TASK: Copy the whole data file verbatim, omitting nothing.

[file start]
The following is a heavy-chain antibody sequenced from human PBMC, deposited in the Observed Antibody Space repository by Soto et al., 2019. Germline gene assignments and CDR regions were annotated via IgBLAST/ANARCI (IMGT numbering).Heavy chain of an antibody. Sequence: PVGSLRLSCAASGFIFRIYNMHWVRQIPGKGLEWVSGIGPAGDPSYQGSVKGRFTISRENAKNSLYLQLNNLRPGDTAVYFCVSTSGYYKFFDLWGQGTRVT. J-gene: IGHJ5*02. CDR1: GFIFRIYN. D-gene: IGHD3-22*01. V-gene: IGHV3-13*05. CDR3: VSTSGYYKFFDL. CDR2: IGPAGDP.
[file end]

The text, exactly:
The following is a heavy-chain antibody sequenced from human PBMC, deposited in the Observed Antibody Space repository by Soto et al., 2019. Germline gene assignments and CDR regions were annotated via IgBLAST/ANARCI (IMGT numbering).Heavy chain of an antibody. Sequence: PVGSLRLSCAASGFIFRIYNMHWVRQIPGKGLEWVSGIGPAGDPSYQGSVKGRFTISRENAKNSLYLQLNNLRPGDTAVYFCVSTSGYYKFFDLWGQGTRVT. J-gene: IGHJ5*02. CDR1: GFIFRIYN. D-gene: IGHD3-22*01. V-gene: IGHV3-13*05. CDR3: VSTSGYYKFFDL. CDR2: IGPAGDP.